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Did the Pandemic Derail the Smart Cities Movement?

April 20, 2022


We’re all aware of the disruptions that the pandemic created in our lives. We are also aware that the repercussions of the pandemic spread far beyond health concerns. Several years before the pandemic erupted, Roei Ganzarski (@RoeiGanzarski), currently CEO of Alitheon, asked, “What will our cities look like in 2025?”[1] As he looked to future, he wrote, “The ‘smart city’ will only become a reality when the backbone of the city — the infrastructure and moreover, the software that will dynamically bring all these parts together for the efficient and responsible lives of the cities inhabitants — is in place and widespread.”


I like the backbone analogy, because the backbone is home to the spinal cord. The staff at the Cleveland Clinic explains, “Your spinal cord is a cylindrical structure that runs through the center of your spine, from your brainstem to your low back. It’s a delicate structure that contains nerve bundles and cells that carry messages from your brain to the rest of your body. Your spinal cord is one of the main parts of your nervous system.”[2] In Ganzarski’s analogy, the spine is the infrastructure, the software is the spinal cord and Internet of Things (IoT) connectivity, and the brain is a cognitive system (aka artificial intelligence) making sense of the generated data.


Although some smart city projects were derailed during the pandemic, the crisis also hastened our reliance on connected services. Ganzarski was prescient when he wrote, “Our society is becoming increasingly dependent on convenience-based, on-demand services for daily tasks like grocery shopping, meal delivery and hailing a ride. In fact, more than 22.4 million consumers currently use on-demand services and researchers believe by 2020, and almost one in five U.S. workers (the equivalent of 31 million people) will rely on the gig economy for employment. This projected growth creates a critical need for efficient, optimized, real-time dynamic software to support our IoT-driven lives.” Ganzarski may not have been spot on concerning the gig economy, but the rise of hybrid work means his point is still well made.


Smart City Technology


Shortly after Ganzarski wrote his article, the SmartCitiesWorld team wrote, “The market for smart cities is projected to exceed $2 trillion by 2025 with artificial intelligence (AI) forming a key cornerstone of the growth, a new report suggests. According to business consulting and market research firm Frost & Sullivan, next to AI, robotics, distributed energy generation, and personalized healthcare will be among technologies that will drive growth, efficiency, connectivity, and urbanization.”[3] The pandemic did nothing to derail any of those predictions. In fact, the CIO Review staff, writes, “Technology seeping into every crevice of governance and civic life has led to the emergence of smart cities — cities aided with technology and equipped to improve the quality of life and services. Smart cities ensure efficient transit systems, electricity distribution, and garbage collection through technology and data.”[4]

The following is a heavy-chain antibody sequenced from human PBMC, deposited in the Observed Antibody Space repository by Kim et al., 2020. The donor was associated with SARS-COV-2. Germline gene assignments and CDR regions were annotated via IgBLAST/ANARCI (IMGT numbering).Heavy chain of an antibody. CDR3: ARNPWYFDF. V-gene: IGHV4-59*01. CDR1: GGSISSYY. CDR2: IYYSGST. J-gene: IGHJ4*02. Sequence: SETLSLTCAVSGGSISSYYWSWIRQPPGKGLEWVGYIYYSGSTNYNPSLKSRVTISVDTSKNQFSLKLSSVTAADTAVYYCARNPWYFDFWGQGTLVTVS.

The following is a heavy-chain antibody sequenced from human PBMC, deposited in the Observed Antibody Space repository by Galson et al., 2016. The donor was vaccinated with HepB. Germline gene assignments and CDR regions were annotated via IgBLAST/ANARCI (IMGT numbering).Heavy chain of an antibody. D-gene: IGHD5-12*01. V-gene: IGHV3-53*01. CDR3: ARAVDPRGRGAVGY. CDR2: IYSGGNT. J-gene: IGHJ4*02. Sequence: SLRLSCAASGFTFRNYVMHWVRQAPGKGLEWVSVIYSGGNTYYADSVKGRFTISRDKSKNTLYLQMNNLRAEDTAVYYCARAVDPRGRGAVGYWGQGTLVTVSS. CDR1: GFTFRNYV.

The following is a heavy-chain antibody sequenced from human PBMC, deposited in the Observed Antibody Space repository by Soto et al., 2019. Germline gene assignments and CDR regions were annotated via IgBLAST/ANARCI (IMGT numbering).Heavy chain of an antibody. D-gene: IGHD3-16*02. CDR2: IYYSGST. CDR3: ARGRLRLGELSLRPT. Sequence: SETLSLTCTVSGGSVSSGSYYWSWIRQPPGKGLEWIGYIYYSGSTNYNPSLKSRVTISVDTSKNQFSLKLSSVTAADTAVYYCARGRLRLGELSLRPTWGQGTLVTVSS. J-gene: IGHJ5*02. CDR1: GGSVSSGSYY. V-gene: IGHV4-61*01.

Like Ganzarski, most experts believe the IoT is essential the future of smart cities. IoT is set to grow into one of the smartest collective and collaborative systems in history. Matthew Margetts, Director of Sales and Marketing at Smarter Technologies, reports, “According to numbers from the ‘Improving Internet of Things Security with Software-Defined Network (SDN)’ study, there will be more than 75.44 billion connected IoT devices by 2025, over 7.33 billion mobile users by 2023, and more than 1,105 million connected wearable devices users by 2022.”[5] This connectivity is predicted to improve the quality of urban life in the following ways:


• Improved traffic flow. The CIO Review team notes, “Traffic is a major problem in urban cities today. … Smart cities devise intelligent traffic solutions by adjusting transit routes based on demand.” Margetts adds, “Optimized services and innovative devices enhance city transportation. These services can include smart parking, traffic flow, number plate recognition, supply chain management and so on.”


• Efficient utilization of resources. According to the CIO Review staff, “Smart cities have data at their disposal, which has its use to accurately and efficiently allocate and manage resources for the betterment of society.” Resource allocation will only be optimized when cities are able to integrate all their systems.


• Better energy usage. How energy is generated, distributed, and used has become a high priority for cities. The CIO Review staff writes, “Smart solutions for energy conservation is the need of the hours, and so is ample investments in clean and sustainable energy.” Margetts insists consumers have a large role to play in improving energy usage through the use of “smart home” devices “such as lights, fridges, and televisions.”